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BREAKING NEWS

Country Roads, Take Me Home

Have you heard the story about the three men sitting on a sturdy, oak bench near the gates of heaven? One guy is pecking away on a typewriter keyboard (no power outlets available). One fellow is rummaging through an old toolbox and the third man is playing a fiddle.

None of the men appears to be too concerned about their impending future as they continue their earthly tasks. When St. Peter steps out in front of the threesome, he appears amused and pleased.

He clears his throat and speaks to one of the men.

He tells the guy with the toolbox that a man’s hands tell a lot about his character. This man’s hands were those of a working man, a man who was always tinkering about, fixing something for someone. St. Peter said he knows this man, James Compston, as a family man, a veteran and a hero to his family. Without hesitation, the gates of heaven swung open and ushered “Jim” inside.

With that, the man on the typewriter stopped typing. Bob Kelly knew a good story when he heard one because he already had a God-given talent for news and writing. His enterprising work over the years endeared him to his readers and his personal columns could make the bad guys cringe and the good guys weep. He was a master at what he did. He didn’t need a green sportscoat to let people know that.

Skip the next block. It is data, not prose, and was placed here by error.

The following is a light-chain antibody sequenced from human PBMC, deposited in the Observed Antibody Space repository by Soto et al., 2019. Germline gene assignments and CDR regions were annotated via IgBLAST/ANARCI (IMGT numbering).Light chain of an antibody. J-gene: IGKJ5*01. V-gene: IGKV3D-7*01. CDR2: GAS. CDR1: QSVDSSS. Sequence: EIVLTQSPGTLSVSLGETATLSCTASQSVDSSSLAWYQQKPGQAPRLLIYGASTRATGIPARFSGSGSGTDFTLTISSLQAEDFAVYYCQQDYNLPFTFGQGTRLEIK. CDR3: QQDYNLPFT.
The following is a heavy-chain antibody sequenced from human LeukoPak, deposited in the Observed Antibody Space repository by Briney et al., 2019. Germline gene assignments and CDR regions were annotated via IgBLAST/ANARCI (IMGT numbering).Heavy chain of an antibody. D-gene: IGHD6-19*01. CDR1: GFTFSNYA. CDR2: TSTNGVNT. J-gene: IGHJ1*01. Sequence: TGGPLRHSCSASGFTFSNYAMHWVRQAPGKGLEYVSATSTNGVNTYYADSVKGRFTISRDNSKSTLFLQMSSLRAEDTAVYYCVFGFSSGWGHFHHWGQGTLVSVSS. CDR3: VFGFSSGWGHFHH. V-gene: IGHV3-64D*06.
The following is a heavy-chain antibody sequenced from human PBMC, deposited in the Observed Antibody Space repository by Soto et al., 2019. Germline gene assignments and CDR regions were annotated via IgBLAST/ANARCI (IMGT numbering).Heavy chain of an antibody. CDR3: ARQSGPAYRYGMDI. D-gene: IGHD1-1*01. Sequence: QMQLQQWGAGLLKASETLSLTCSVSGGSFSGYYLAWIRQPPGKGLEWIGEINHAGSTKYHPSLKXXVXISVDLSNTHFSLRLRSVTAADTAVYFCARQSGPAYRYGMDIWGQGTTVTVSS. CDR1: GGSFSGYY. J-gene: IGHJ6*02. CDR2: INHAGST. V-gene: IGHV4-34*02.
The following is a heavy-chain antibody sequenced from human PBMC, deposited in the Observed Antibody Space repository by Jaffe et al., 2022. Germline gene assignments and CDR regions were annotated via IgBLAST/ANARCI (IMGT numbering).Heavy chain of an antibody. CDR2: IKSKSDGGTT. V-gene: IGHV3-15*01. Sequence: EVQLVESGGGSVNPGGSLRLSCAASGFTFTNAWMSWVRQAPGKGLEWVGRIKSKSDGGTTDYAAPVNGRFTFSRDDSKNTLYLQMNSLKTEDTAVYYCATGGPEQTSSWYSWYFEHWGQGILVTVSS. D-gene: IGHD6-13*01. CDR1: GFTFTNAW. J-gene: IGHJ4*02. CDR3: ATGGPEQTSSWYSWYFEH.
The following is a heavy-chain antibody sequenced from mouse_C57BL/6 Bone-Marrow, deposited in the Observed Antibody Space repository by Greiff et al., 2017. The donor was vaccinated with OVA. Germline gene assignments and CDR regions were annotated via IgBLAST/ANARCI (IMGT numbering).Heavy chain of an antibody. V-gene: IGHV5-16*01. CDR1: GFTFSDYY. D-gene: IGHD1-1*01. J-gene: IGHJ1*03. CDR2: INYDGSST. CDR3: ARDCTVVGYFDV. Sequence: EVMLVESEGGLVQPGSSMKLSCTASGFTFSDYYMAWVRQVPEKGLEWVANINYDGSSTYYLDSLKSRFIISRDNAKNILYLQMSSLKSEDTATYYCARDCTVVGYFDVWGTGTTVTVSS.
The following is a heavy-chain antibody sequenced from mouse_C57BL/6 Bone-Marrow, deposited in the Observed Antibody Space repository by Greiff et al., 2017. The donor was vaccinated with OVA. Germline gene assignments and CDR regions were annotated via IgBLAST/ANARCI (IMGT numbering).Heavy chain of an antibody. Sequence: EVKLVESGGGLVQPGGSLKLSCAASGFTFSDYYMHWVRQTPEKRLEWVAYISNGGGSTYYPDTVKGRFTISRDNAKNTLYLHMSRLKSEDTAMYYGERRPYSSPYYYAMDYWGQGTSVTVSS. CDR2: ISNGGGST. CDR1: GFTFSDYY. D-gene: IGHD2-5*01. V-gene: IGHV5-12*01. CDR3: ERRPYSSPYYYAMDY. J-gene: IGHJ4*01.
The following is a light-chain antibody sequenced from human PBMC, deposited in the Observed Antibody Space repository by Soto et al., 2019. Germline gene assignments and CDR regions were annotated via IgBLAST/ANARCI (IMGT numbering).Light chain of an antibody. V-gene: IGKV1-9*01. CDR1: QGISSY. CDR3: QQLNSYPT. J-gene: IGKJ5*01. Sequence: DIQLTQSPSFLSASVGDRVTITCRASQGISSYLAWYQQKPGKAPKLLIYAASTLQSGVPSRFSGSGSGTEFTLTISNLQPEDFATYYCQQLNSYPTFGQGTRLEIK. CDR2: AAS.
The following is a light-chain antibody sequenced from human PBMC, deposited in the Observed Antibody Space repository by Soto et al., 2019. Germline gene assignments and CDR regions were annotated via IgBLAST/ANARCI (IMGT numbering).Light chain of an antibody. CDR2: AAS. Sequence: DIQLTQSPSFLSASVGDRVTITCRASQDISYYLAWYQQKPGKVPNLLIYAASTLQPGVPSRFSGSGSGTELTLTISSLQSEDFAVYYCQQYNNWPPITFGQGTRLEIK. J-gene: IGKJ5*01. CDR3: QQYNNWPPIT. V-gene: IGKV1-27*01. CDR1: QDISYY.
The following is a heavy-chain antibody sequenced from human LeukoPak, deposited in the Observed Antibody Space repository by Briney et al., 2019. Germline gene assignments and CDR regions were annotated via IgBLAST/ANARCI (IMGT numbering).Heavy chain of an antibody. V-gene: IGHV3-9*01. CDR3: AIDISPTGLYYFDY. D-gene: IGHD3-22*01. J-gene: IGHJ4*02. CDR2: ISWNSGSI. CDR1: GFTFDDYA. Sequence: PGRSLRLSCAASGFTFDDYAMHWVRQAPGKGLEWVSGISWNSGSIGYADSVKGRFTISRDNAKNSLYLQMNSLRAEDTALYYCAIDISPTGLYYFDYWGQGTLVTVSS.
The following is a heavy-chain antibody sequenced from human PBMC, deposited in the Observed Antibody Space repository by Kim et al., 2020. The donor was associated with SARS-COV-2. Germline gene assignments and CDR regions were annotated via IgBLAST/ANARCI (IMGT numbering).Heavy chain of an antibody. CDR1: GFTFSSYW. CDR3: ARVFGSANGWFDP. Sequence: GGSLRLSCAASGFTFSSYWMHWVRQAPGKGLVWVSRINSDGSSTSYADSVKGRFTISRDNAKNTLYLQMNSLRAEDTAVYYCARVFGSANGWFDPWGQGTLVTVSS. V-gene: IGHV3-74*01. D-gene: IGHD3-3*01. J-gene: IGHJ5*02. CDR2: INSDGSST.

St. Peter said he heard a lot of good things about Bob, how he nurtured young writers and furthered the careers of many reporters. St. Peter told Bob to pick up his papers and showed him the way beyond the gates. With a nod, a broad smile and that casual stroll, Bob walked into heaven.

When St. Peter looked to the last man on the bench, the fiddle became silent. Robert Byrd knew protocol and sat pensively while St. Peter took the floor. St. Peter then seated himself on the bench alongside the great senator from West Virginia. The senator asked if St. Peter had any requests … did he need anything? Robert showed the saint his copy of the U.S. Constitution which he kept in the breast pocket of his suit jacket.

St. Peter told the senator that he no longer had to put others first and that his beloved Constitution would be tested from time to time but he should not be afraid that it would falter. Robert could rest now and even play that fiddle for as long as he liked.

The senator smiled and waved to the woman waiting for him beyond the gates. St. Peter watched as the old fiddler from the Mountain State took his place in heaven.

Yes, two true Mountaineers and one Buckeye left us this past week, leaving gaping holes in history and hearts. From a simple man who lived in a small town in East Ohio to the man who never forgot his roots in Sistersville, to the man who left West Virginia with coal dust on his shoes only to find himself the longest serving senator in the U.S. Senate – all three made their mark on this earth.

Country roads on both sides of the river have taken them home. They will be missed.

Heather Ziegler can be reached via e-mail at ziegler@theintelligencer.net or at 1500 Main St., Wheeling, WV 26003.